The latest study by the National Academies of Sciences resulted from the coordination of leading toxicologists, epidemiologists, electrical engineers and neurologists. The resulting 66-page report describes in detail the symptoms experienced by nearly 40 US government employees, who were examined for the purposes of the study. Its authors said they examined numerous potential causes, including psychological factors, infectious diseases, directed radio frequency energy, and even exposure to insecticides. Ultimately, the authors concluded that “many of the distinctive and acute signs, symptoms and observations reported by [US government] employees are consistent with the effects of directed, pulsed radio frequency (RF) energy”, according to their report.

However, the study does not attempt to answer the burning question of whether the symptoms experienced by the sufferers resulted from deliberate attacks, and if so, who may have been behind them. Some have accused the governments of Cuba and/or Russia of being responsible for the syndrome. However, the Cuban and Russian governments have strongly denied the accusations. The National Academies of Sciences report does state that the systematic study of pulsed radio frequency energy has a history of over half a century in Russia and the Soviet Union.

Author: Joseph Fitsanakis | Date: 07 December 2020 | Permalink

Israel intel official says Bahrain and Oman could follow UAE in normalizing relations

Eli CohenIsrael’s minister of intelligence has said Bahrain and Oman could follow the United Arab Emirates in establishing diplomatic relations with Israel, following last week’s historic announcement. Israel said on Thursday that the UAE had agreed to establish formal diplomatic relations with the Jewish state, in return for Israel’s pledge to cancel its planned annexation of parts of the West Bank. The agreement, which was sponsored by Washington, makes the UAE only the third Arab country to establish formal diplomatic relations with Israel, after Egypt in 1979 and Jordan in 1994.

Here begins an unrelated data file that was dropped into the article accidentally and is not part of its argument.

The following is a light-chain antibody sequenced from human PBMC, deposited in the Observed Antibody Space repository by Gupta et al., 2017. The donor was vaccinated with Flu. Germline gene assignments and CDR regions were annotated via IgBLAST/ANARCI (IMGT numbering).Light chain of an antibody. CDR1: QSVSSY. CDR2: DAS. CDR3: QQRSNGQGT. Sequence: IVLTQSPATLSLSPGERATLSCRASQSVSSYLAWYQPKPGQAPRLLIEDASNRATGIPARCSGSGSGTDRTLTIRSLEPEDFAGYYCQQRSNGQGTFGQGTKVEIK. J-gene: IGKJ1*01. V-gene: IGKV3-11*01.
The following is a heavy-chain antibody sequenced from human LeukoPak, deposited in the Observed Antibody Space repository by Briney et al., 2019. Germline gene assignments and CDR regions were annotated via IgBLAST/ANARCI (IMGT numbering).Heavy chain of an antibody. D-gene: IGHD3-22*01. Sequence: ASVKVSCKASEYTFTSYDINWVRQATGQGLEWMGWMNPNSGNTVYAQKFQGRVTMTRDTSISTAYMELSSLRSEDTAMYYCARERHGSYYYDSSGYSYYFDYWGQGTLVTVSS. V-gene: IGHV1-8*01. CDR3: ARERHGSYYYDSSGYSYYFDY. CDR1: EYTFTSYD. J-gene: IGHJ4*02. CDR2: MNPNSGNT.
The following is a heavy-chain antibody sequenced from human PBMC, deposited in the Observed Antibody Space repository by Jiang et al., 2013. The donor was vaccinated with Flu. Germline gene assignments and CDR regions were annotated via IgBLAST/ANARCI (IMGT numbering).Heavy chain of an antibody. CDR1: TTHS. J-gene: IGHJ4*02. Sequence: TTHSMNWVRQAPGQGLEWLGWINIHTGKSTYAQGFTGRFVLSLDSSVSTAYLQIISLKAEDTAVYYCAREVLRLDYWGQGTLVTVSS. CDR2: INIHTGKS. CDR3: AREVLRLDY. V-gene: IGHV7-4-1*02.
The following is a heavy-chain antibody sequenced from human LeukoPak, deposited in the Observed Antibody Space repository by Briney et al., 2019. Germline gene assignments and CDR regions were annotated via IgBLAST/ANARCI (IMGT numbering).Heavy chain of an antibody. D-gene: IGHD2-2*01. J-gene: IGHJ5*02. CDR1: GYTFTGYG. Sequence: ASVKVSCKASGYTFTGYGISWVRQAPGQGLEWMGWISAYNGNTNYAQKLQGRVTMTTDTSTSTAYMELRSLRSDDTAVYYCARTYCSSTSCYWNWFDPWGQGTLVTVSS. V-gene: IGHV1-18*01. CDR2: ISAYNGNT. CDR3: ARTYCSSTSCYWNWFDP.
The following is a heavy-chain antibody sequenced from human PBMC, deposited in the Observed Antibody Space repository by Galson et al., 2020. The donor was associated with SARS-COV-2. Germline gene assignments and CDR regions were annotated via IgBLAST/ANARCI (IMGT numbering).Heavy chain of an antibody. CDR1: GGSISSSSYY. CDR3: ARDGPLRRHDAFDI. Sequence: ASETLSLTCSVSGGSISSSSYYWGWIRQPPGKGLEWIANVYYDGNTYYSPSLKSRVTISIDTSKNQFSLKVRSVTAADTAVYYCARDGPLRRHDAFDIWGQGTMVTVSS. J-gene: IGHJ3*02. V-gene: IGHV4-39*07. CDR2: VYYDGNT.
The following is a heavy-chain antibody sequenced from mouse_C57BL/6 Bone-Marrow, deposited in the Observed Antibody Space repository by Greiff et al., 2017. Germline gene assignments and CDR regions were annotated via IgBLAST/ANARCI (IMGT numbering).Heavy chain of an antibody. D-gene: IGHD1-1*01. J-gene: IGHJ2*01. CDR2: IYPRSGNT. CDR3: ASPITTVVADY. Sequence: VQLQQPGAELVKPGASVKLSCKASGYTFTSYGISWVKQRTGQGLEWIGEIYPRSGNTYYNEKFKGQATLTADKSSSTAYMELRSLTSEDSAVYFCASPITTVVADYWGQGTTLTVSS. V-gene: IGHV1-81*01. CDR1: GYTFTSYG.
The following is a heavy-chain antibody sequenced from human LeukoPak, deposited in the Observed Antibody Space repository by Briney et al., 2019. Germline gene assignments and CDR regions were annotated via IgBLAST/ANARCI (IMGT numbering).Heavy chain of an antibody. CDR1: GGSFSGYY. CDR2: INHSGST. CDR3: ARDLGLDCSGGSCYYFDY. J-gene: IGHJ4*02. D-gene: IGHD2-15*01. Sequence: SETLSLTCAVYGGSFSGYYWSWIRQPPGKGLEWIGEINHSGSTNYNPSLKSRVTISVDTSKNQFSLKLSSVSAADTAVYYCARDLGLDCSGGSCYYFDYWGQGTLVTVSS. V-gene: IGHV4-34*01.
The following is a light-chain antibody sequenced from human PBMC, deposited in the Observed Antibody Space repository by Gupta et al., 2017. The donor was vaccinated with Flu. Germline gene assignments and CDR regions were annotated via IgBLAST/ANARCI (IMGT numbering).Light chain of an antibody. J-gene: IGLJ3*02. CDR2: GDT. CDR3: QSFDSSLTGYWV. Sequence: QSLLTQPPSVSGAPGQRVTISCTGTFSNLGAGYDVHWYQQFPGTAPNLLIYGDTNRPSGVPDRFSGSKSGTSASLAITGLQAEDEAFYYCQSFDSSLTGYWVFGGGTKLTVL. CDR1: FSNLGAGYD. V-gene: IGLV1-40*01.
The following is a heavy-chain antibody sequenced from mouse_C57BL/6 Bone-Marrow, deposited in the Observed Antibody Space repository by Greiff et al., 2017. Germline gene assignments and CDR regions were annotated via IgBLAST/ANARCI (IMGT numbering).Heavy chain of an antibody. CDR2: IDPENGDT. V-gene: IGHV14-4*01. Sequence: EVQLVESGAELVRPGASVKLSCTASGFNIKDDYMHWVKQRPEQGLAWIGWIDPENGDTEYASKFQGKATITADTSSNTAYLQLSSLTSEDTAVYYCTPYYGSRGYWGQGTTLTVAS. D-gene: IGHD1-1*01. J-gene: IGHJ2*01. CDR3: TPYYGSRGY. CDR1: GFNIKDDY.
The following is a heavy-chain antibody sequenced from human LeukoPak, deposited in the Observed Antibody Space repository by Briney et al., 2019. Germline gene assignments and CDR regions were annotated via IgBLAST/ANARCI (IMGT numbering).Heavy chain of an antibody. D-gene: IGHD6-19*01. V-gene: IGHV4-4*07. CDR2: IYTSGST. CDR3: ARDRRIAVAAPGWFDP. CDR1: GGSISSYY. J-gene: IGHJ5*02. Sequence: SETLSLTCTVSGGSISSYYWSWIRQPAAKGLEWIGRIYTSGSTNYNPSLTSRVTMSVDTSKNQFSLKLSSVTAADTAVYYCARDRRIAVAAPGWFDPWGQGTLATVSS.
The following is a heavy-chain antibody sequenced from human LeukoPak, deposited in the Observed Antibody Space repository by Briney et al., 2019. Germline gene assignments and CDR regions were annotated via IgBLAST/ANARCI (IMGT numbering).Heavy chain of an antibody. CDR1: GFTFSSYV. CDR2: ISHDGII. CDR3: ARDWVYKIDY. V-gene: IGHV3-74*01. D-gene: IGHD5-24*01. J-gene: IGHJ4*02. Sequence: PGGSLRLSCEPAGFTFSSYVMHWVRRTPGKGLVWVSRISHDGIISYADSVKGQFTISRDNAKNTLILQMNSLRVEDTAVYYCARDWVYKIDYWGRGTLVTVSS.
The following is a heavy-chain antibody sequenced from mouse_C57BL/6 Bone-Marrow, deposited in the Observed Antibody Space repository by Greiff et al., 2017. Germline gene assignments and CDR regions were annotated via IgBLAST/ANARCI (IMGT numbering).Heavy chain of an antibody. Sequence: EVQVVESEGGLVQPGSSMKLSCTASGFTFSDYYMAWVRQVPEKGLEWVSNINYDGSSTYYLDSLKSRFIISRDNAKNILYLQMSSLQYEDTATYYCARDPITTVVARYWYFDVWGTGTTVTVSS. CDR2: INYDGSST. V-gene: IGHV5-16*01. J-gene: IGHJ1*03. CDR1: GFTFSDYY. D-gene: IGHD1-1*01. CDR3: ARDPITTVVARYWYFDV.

The announcement was greeted with enthusiasm and skepticism, with some observers claiming it could reshape Middle East politics, and others warning it could bring Palestinian factions closer to Iran. But on Sunday, Eli Cohen, Israel’s Minister of Intelligence and member of the country’s Security Cabinet, said the agreement between Israel and the UAE was likely to be the first of several similar deals. Speaking on Israel Army Radio, Cohen said that “additional agreements” would follow “in the wake of this agreement”, and that “Bahrain and Oman are definitely on the agenda”. The two Gulf countries are close allies of the United States and Saudi Arabia, which is one of Iran’s strongest regional rivals. In official statements issued on Thursday, Bahrain and Oman praised the normalization of relations between the UAE and Iran, but did not speak to whether they were contemplating following in the UAE’s footsteps. Meanwhile, the government of Kuwait said in an official statement last week that its position toward Israel remained unchanged, signaling that a change of status in its treatment of the Jewish state was not on the horizon.